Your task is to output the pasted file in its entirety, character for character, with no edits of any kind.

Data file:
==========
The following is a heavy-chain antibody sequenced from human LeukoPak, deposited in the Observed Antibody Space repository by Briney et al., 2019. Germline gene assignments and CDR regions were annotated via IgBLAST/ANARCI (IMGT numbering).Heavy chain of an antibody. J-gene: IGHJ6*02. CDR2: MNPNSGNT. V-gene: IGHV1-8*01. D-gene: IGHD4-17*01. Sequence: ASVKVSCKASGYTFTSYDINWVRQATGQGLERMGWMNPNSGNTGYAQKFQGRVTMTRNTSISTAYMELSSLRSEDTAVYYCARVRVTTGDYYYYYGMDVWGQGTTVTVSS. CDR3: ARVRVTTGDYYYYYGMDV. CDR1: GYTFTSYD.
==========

The following is a heavy-chain antibody sequenced from human LeukoPak, deposited in the Observed Antibody Space repository by Briney et al., 2019. Germline gene assignments and CDR regions were annotated via IgBLAST/ANARCI (IMGT numbering).Heavy chain of an antibody. J-gene: IGHJ6*02. CDR2: MNPNSGNT. V-gene: IGHV1-8*01. D-gene: IGHD4-17*01. Sequence: ASVKVSCKASGYTFTSYDINWVRQATGQGLERMGWMNPNSGNTGYAQKFQGRVTMTRNTSISTAYMELSSLRSEDTAVYYCARVRVTTGDYYYYYGMDVWGQGTTVTVSS. CDR3: ARVRVTTGDYYYYYGMDV. CDR1: GYTFTSYD.